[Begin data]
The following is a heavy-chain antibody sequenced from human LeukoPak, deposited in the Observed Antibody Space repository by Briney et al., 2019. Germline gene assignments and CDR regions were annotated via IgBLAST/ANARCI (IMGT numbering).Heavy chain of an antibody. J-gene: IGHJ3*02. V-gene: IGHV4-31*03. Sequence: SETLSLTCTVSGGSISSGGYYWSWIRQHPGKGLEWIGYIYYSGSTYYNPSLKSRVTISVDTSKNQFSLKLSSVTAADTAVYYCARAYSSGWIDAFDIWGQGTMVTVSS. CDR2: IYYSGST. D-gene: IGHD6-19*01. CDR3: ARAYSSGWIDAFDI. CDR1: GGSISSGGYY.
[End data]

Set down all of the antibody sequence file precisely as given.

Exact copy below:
The following is a heavy-chain antibody sequenced from human LeukoPak, deposited in the Observed Antibody Space repository by Briney et al., 2019. Germline gene assignments and CDR regions were annotated via IgBLAST/ANARCI (IMGT numbering).Heavy chain of an antibody. J-gene: IGHJ3*02. V-gene: IGHV4-31*03. Sequence: SETLSLTCTVSGGSISSGGYYWSWIRQHPGKGLEWIGYIYYSGSTYYNPSLKSRVTISVDTSKNQFSLKLSSVTAADTAVYYCARAYSSGWIDAFDIWGQGTMVTVSS. CDR2: IYYSGST. D-gene: IGHD6-19*01. CDR3: ARAYSSGWIDAFDI. CDR1: GGSISSGGYY.